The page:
The automobile industry has been a consistent bright spot in the American economy over the last several months, as automakers have added jobs to meet growing demand. And news from the industry is only getting better, as new estimates expect automakers to sell 14.3 million cars in the United States in 2012 — 1.5 million more than they sold last year.
Factories for both foreign and domestic automakers are now working “at maximum capacity” and the industry is adding shifts and jobs to keep up with that rising demand, the USA Today reports:
Some plants are adding third work shifts. Others are piling on worker overtime and six-day weeks. And Ford Motor and Chrysler Group are cutting out or reducing the annual two-week July shutdown at several plants this summer to add thousands of vehicles to their output.
“We have many plants working at maximum capacity now,” says Ford spokeswoman Marcey Evans. “We’re building as many (cars) as we can.”
Chrysler and General Motors, the major beneficiaries of the auto rescue, have both reported their best profits in more than a decade, and both were already planning to add jobs this year. With factories now struggling to meet demand, both foreign and domestic auto companies are planning to add even more jobs — and, as the Center for American Progress’ Adam Hersh and Jane Farrell noted in April, the industry has added more than 139,000 jobs in the last three years.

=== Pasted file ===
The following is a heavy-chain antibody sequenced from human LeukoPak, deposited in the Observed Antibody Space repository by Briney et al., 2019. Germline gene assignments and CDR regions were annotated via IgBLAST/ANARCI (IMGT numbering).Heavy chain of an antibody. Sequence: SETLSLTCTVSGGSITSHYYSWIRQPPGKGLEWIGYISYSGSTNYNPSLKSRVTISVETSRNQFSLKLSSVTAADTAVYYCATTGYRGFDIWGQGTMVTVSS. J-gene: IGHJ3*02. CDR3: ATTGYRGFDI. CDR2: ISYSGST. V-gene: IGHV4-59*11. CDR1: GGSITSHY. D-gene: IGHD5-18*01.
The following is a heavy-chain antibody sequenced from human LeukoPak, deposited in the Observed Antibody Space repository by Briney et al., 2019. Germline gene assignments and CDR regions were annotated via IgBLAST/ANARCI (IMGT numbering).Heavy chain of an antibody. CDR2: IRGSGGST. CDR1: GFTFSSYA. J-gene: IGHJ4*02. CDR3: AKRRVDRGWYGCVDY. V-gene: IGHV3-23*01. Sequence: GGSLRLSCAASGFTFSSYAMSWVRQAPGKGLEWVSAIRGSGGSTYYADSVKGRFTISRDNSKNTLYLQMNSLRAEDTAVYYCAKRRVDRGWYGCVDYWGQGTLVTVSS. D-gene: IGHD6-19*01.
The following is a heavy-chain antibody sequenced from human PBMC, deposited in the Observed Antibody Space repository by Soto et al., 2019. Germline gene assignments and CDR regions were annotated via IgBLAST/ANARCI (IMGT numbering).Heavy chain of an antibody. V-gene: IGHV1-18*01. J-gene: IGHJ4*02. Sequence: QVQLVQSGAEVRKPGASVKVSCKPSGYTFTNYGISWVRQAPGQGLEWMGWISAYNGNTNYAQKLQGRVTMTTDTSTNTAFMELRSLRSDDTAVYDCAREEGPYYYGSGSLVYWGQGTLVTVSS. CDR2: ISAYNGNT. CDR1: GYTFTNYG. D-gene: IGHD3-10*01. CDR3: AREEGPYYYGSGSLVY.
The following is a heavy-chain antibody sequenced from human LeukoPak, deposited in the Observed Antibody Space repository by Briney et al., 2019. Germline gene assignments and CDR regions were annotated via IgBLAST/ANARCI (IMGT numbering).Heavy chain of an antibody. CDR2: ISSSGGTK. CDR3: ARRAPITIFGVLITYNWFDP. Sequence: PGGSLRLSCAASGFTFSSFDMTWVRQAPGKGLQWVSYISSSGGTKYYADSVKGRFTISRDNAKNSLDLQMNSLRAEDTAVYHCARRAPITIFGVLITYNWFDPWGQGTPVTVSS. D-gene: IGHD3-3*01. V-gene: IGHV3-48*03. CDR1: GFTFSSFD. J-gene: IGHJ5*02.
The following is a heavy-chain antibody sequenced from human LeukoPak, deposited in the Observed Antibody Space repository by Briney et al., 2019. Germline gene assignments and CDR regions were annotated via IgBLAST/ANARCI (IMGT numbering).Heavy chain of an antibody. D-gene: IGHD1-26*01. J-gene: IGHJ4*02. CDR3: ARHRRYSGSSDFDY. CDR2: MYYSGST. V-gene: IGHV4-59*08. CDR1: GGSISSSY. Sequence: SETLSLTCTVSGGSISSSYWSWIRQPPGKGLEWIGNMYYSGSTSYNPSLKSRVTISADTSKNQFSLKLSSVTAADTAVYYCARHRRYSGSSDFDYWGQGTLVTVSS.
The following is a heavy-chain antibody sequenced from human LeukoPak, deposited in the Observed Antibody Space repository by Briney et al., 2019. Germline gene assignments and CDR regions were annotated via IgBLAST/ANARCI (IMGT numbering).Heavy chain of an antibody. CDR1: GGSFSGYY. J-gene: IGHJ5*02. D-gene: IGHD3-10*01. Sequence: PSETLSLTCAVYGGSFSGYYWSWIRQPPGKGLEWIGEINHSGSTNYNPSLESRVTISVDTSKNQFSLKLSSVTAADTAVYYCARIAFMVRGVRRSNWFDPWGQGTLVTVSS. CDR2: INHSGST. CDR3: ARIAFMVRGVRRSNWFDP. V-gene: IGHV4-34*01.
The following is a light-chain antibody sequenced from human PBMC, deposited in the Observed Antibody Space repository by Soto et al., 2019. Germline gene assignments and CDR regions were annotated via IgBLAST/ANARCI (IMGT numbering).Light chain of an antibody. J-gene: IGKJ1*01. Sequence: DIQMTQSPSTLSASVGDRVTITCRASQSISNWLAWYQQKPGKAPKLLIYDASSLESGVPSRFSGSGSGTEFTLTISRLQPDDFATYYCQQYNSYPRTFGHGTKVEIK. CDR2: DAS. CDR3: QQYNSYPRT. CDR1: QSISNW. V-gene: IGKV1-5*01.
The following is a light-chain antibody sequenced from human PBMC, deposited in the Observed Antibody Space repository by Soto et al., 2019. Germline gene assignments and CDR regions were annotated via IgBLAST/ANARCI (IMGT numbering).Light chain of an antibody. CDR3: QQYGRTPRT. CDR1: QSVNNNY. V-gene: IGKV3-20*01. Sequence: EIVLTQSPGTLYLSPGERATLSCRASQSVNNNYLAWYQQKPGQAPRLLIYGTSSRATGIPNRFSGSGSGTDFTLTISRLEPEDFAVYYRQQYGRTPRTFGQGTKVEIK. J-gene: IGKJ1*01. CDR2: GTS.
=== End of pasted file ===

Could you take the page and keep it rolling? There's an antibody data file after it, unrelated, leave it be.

The strength of the auto industry is yet another sign that letting it fail would have been a major mistake. Not only would it have cost more than a million jobs at a time when the economy was struggling, it would have prevented the current growth that is helping both the industry and the American economy recover.